Commerce's newest apartment complex
80 units under construction behind the city shop area and housing
project on Minish Drive at Waterworks Road will be marketed
to the low-income and "very low-income," according
to the firm that will manage the $2.8 million project.
But don't get visions of a housing project or a typical government-subsidized
Section 8 apartment complex, says Mark Tiffany, of PCM Management
Group, manager of the complex.
This complex will have limited access, a clubhouse, an after-school
program for children, laundry facilities, a swimming pool, playground
and a multi-purpose outdoor court. And, says Tiffany, there will
be special tenant-only activities, usually centered around holidays.
"A person won't know by driving in it that it is an affordable
housing community. It has the look of a conventional apartment
complex," Tiffany states. "It will prove to be a nice
development when it is all done."
The owner of the complex is Cooperative Resource Center, a non-profit
organization getting tax credits from the Internal Revenue Service
for providing "affordable housing."
Exactly what is "affordable" for Jackson County has
yet to be decided. It will be established by the Georgia Department
of Community Affairs, which oversees the program. Tiffany predicted
that the rates would be $500 to $550 per month for the 10 one-bedroom
apartments, $600-$650 for the 50 two-bedroom apartments and $700-$750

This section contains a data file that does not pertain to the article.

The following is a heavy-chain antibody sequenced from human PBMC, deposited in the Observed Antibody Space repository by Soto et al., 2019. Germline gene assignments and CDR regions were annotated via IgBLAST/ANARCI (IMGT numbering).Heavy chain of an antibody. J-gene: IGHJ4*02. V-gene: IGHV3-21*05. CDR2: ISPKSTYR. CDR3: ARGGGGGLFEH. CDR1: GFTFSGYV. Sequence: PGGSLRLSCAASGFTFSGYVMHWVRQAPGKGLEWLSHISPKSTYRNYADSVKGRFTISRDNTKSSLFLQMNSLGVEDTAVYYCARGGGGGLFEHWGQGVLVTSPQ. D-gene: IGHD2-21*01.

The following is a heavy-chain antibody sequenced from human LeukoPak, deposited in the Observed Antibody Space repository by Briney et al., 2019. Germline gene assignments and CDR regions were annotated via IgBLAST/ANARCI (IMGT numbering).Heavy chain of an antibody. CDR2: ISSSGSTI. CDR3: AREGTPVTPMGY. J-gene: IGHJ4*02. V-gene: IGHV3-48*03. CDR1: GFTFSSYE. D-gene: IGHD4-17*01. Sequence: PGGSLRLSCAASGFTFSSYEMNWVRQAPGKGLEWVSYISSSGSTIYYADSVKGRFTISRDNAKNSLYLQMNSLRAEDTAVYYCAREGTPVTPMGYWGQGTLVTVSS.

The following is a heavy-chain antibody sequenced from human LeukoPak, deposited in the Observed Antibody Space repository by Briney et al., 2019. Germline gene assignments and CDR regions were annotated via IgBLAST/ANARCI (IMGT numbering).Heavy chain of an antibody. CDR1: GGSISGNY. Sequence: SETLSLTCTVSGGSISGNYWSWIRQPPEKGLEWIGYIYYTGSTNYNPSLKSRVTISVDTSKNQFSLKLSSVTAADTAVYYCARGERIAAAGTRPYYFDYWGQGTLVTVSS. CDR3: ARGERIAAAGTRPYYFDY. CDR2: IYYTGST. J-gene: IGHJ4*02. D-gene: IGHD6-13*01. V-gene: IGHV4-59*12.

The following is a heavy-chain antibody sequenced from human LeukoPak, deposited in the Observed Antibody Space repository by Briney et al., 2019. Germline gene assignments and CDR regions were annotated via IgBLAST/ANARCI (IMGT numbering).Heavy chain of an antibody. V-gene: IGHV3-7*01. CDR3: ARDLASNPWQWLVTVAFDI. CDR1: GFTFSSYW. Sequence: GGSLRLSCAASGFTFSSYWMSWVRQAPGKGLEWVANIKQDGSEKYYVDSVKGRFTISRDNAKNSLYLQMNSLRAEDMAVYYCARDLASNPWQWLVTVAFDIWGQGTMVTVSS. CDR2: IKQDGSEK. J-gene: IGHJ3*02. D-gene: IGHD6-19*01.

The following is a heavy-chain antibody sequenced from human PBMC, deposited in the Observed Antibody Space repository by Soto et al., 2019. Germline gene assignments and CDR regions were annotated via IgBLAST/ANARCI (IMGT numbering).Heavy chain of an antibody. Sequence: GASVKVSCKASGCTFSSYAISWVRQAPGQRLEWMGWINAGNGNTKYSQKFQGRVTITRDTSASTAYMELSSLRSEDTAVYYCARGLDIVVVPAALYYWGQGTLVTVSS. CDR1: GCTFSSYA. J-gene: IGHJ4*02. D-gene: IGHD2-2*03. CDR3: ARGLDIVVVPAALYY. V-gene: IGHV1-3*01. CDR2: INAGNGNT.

for the 20 three-bedroom units.
The target market is residents making at or below 60 percent
of the area household income as determined by DCA.
"We intend to market this to the local community, those
in inferior housing situations now who can afford to live in
newer, more efficient housing or people who may want to commute
a shorter distance," Tiffany explained.
The complex meets zoning standards for parking places per unit,
and will have a manager at the site.
"We will use a state-approved apartment lease that has teeth,"
Tiffany said. "Management controls all activities on site.
We also use a pretty extensive screening process. They have to
provide us with full credit reports and we do a criminal background
The firm will begin pre-leasing units in March and April, expects
to allow occupancy in May and to be fully completed in June.
Units have gas water heaters, gas cooking and electric heat and
air. Tenants will be responsible for all utilities. Entry through
the gate will require a card or use of code through a touch pad.